Jan 14, 2021

Learning from each other: how mentoring is a two-way street for personal and professional development

Equity and wellness, Our people
Yulia Lin and Rosemarie Tremblay-LeMay

Dr. Yulia Lin is the Division Head of Transfusion Medicine & Tissue Bank at Sunnybrook Health Sciences Centre and Associate Professor in the Department of Laboratory Medicine & Pathobiology (LMP) in the Temerty Faculty of Medicine.

She was recently awarded LMP’s Outstanding Mentor Award, nominated by her mentee Dr. Rosemarie Tremblay-LeMay, Assistant Professor in LMP.

They started their mentoring relationship as part of the development program in LMP for new faculty, something which has been invaluable for Dr. Tremblay-LeMay as junior faculty, but has also been surprisingly educational for Dr. Lin too.

“Rosemarie was very interested in developing her leadership skills and taking courses which is something I definitely didn’t do early in my career,” comments Dr. Lin, “I was very impressed with that and it inspired me to look at my leadership skills. I ended up taking courses from the CMA Physician Leadership Institute on her recommendation.

Being in different branches of laboratory medicine – Dr. Lin is in transfusion medicine, and Dr. Tremblay-LeMay is in Hematological Pathology – proved to be a major advantage.

“Being a hematologist, I could understand a lot of the context in which Rosemarie was working, but having that distance in terms of our day-to-day jobs was actually a great advantage,” says Dr. Lin, “It meant we didn’t get bogged down in details and looked at topics and situations more broadly that would help her career path.”

Taking a step back to reflect and see the bigger picture

Both Dr. Lin and Dr. Tremblay-LeMay note that one of the main benefits of the mentoring program was having allocated, ring-fenced time to reflect. They meet every six months and use this time to set goals and reflect on progress.

“We’re often so busy just getting our jobs done and rarely get dedicated time to talk about what we’re doing and where we are in our careers,” says Dr. Lin, “A great part of this program, for both of us, is to have that time to just ask ‘is this the direction I want to be going in?’ Making conscious decisions about how to move things forward and thinking about the bigger picture.”

For Dr. Tremblay-LeMay this reflection time has been paired with practical, inside knowledge in how to navigate the three-year review process for promotions.

“Yulia has been great at explaining the process to me and giving me advice, like to start now to collect all the information rather than waiting until the process starts.” Explains Dr. Tremblay-LeMay, “She’s helped me think about my ‘brand’ and keep focussed – how to work out what to say yes and no to.”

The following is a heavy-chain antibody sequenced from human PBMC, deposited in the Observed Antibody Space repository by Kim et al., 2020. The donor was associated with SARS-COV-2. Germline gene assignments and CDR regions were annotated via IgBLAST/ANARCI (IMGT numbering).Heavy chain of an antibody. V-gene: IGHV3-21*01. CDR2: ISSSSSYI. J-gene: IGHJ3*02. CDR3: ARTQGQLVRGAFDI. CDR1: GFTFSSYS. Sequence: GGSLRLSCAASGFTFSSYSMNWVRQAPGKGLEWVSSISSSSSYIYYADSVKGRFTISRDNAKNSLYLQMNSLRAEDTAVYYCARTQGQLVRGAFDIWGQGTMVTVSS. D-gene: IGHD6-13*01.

“I now have a better idea of what I want and where I want to be which helps me identify what I need to do to protect my energy and time. There are so many things to get involved in, so how do I make sure that everything that I'm doing is aligning and building up towards my goals? Having Yulia as a sounding board really helps me with all these decisions.”

“That’s the advantage of a formalised program,” adds Dr.Lin, “I have informal mentors I bounce ideas off, but having a structured program like this with allocated time gives us more freedom to really reflect on what we’re doing and dedicate more time to it.”

Being recognised for outstanding mentorship

The pair meet formally every six months but that is not the only time they have. They often connect to discuss ideas, proposals and to give advice.

Dr. Tremblay-LeMay nominated Dr. Lin for the award due to her openness and willingness to be there for her. Dr. Lin said of receiving the award, “I feel surprised and shocked, but honored. This has been so much fun and so worthwhile.”

“I felt she really deserved this award as she worked so hard to be the best mentor she could be. She was there officially to coach me through the promotions process, but she also supported me in many aspects of my professional career and cared for me as a human being.”

Yulia and Rosemarie’s advice for a successful mentoring relationship

“For me, one of the most important things is to set expectations right at the start”, says Dr. Lin, “Informal mentoring relationships often don’t have this, but I found it a real advantage in this more formal program. Having a good expectation of what each side expects from the other is really helpful.”

“It’s like everything in life - you definitely get out what you put in,” adds Dr. Tremblay-LeMay, “As a mentee you need to do your homework – be prepared and really think about what you want from your mentor and set yourself some goals. Commitment is key.”

“Listening is also key for mentors” says Dr. Lin, “My role is not to make a decision for my mentee, but to help them look at what the options are, and present some different perspectives. I think often the mentee knows what they should do or what path they want to take, they just need some support to make the right decisions for them.”

“It’s been a great experience so far”, she adds, “It’s an opportunity to contribute to the community and give back to others. It’s enjoyable to hear what other people are doing and how they're managing. I feel that I’ve learned a few things along the way that could help others move forward successfully and make their paths a bit easier”.

If you are interested in becoming a mentor to a new faculty, please contact Patricia Cayetano at patricia.cayetano@utoronto.ca.